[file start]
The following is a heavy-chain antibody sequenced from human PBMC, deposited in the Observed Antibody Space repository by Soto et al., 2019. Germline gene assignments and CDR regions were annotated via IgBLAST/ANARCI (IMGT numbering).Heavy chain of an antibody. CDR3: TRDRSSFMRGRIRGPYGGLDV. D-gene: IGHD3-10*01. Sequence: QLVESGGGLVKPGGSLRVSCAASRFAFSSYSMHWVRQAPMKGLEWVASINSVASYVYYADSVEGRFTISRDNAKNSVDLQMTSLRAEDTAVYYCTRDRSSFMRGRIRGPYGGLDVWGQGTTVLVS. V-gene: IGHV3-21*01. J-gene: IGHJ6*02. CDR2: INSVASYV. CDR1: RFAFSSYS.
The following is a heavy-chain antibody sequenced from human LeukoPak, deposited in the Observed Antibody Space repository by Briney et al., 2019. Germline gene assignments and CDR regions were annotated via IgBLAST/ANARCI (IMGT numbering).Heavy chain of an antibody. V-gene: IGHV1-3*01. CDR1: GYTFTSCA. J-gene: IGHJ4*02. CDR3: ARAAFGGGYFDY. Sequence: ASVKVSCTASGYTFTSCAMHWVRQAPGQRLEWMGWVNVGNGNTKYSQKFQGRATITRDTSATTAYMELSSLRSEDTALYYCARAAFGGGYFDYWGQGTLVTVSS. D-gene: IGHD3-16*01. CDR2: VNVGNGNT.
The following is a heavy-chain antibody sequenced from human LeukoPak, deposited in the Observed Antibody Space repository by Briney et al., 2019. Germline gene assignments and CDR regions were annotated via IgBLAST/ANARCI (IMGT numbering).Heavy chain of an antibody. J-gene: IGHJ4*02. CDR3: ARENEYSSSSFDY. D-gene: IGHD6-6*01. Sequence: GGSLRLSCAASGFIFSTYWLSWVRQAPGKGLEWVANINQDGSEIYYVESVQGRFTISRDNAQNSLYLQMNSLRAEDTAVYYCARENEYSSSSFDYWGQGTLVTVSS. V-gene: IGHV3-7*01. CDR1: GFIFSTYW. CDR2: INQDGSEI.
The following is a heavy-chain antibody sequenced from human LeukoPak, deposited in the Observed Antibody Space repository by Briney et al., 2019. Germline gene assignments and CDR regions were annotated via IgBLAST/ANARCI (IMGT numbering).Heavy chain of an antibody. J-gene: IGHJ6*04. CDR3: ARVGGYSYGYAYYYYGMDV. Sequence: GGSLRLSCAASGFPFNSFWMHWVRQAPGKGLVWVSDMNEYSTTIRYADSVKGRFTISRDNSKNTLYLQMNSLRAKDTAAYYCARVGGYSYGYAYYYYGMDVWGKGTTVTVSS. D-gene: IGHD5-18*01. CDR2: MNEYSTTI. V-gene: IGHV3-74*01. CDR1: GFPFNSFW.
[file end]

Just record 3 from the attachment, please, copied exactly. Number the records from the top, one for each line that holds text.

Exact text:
The following is a heavy-chain antibody sequenced from human LeukoPak, deposited in the Observed Antibody Space repository by Briney et al., 2019. Germline gene assignments and CDR regions were annotated via IgBLAST/ANARCI (IMGT numbering).Heavy chain of an antibody. J-gene: IGHJ4*02. CDR3: ARENEYSSSSFDY. D-gene: IGHD6-6*01. Sequence: GGSLRLSCAASGFIFSTYWLSWVRQAPGKGLEWVANINQDGSEIYYVESVQGRFTISRDNAQNSLYLQMNSLRAEDTAVYYCARENEYSSSSFDYWGQGTLVTVSS. V-gene: IGHV3-7*01. CDR1: GFIFSTYW. CDR2: INQDGSEI.